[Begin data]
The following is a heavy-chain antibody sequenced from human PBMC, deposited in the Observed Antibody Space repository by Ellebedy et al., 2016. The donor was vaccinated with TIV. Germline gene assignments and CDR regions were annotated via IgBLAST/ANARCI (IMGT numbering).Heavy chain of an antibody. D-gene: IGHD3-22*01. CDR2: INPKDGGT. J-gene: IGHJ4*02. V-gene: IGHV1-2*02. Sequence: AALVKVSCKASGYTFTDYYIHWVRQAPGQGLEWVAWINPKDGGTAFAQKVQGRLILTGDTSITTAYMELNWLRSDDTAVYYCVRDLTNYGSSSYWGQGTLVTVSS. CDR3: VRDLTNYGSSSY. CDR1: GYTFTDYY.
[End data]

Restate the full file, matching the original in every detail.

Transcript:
The following is a heavy-chain antibody sequenced from human PBMC, deposited in the Observed Antibody Space repository by Ellebedy et al., 2016. The donor was vaccinated with TIV. Germline gene assignments and CDR regions were annotated via IgBLAST/ANARCI (IMGT numbering).Heavy chain of an antibody. D-gene: IGHD3-22*01. CDR2: INPKDGGT. J-gene: IGHJ4*02. V-gene: IGHV1-2*02. Sequence: AALVKVSCKASGYTFTDYYIHWVRQAPGQGLEWVAWINPKDGGTAFAQKVQGRLILTGDTSITTAYMELNWLRSDDTAVYYCVRDLTNYGSSSYWGQGTLVTVSS. CDR3: VRDLTNYGSSSY. CDR1: GYTFTDYY.